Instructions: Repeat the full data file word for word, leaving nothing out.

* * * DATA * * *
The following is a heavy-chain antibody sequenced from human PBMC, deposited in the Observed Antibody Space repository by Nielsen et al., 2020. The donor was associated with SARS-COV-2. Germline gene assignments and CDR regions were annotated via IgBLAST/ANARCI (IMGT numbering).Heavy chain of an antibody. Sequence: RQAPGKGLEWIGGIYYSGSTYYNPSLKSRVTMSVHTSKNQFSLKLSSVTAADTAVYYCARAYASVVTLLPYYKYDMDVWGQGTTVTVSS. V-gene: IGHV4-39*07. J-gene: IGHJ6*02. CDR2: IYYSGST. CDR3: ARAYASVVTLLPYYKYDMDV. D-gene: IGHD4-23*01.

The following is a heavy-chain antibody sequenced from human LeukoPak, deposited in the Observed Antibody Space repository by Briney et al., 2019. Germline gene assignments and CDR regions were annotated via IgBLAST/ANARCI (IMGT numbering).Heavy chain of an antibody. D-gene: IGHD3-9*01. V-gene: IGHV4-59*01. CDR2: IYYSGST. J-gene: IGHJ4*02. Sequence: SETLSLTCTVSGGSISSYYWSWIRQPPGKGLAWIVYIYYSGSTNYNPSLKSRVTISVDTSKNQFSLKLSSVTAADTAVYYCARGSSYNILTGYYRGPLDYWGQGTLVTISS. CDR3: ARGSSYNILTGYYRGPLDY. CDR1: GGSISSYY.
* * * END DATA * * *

The following is a heavy-chain antibody sequenced from human PBMC, deposited in the Observed Antibody Space repository by Nielsen et al., 2020. The donor was associated with SARS-COV-2. Germline gene assignments and CDR regions were annotated via IgBLAST/ANARCI (IMGT numbering).Heavy chain of an antibody. Sequence: RQAPGKGLEWIGGIYYSGSTYYNPSLKSRVTMSVHTSKNQFSLKLSSVTAADTAVYYCARAYASVVTLLPYYKYDMDVWGQGTTVTVSS. V-gene: IGHV4-39*07. J-gene: IGHJ6*02. CDR2: IYYSGST. CDR3: ARAYASVVTLLPYYKYDMDV. D-gene: IGHD4-23*01.

The following is a heavy-chain antibody sequenced from human LeukoPak, deposited in the Observed Antibody Space repository by Briney et al., 2019. Germline gene assignments and CDR regions were annotated via IgBLAST/ANARCI (IMGT numbering).Heavy chain of an antibody. D-gene: IGHD3-9*01. V-gene: IGHV4-59*01. CDR2: IYYSGST. J-gene: IGHJ4*02. Sequence: SETLSLTCTVSGGSISSYYWSWIRQPPGKGLAWIVYIYYSGSTNYNPSLKSRVTISVDTSKNQFSLKLSSVTAADTAVYYCARGSSYNILTGYYRGPLDYWGQGTLVTISS. CDR3: ARGSSYNILTGYYRGPLDY. CDR1: GGSISSYY.